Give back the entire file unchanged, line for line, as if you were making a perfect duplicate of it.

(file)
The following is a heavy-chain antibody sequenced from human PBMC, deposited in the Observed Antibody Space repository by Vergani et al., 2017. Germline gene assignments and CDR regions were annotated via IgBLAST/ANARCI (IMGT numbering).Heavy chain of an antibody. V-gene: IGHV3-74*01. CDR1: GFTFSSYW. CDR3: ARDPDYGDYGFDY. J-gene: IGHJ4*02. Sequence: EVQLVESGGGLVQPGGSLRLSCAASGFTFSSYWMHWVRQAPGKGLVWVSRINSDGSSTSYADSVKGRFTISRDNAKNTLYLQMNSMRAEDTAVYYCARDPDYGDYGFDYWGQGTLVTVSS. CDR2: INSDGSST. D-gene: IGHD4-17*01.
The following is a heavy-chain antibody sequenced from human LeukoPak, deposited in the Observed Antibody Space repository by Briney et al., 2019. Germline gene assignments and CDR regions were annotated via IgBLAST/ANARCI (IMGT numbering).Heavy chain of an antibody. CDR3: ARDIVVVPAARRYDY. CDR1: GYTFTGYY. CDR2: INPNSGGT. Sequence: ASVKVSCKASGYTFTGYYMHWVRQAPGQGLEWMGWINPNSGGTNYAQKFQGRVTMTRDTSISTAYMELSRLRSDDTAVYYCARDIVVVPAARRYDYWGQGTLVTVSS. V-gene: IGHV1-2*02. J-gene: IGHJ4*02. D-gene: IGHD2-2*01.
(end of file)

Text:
The following is a heavy-chain antibody sequenced from human PBMC, deposited in the Observed Antibody Space repository by Vergani et al., 2017. Germline gene assignments and CDR regions were annotated via IgBLAST/ANARCI (IMGT numbering).Heavy chain of an antibody. V-gene: IGHV3-74*01. CDR1: GFTFSSYW. CDR3: ARDPDYGDYGFDY. J-gene: IGHJ4*02. Sequence: EVQLVESGGGLVQPGGSLRLSCAASGFTFSSYWMHWVRQAPGKGLVWVSRINSDGSSTSYADSVKGRFTISRDNAKNTLYLQMNSMRAEDTAVYYCARDPDYGDYGFDYWGQGTLVTVSS. CDR2: INSDGSST. D-gene: IGHD4-17*01.
The following is a heavy-chain antibody sequenced from human LeukoPak, deposited in the Observed Antibody Space repository by Briney et al., 2019. Germline gene assignments and CDR regions were annotated via IgBLAST/ANARCI (IMGT numbering).Heavy chain of an antibody. CDR3: ARDIVVVPAARRYDY. CDR1: GYTFTGYY. CDR2: INPNSGGT. Sequence: ASVKVSCKASGYTFTGYYMHWVRQAPGQGLEWMGWINPNSGGTNYAQKFQGRVTMTRDTSISTAYMELSRLRSDDTAVYYCARDIVVVPAARRYDYWGQGTLVTVSS. V-gene: IGHV1-2*02. J-gene: IGHJ4*02. D-gene: IGHD2-2*01.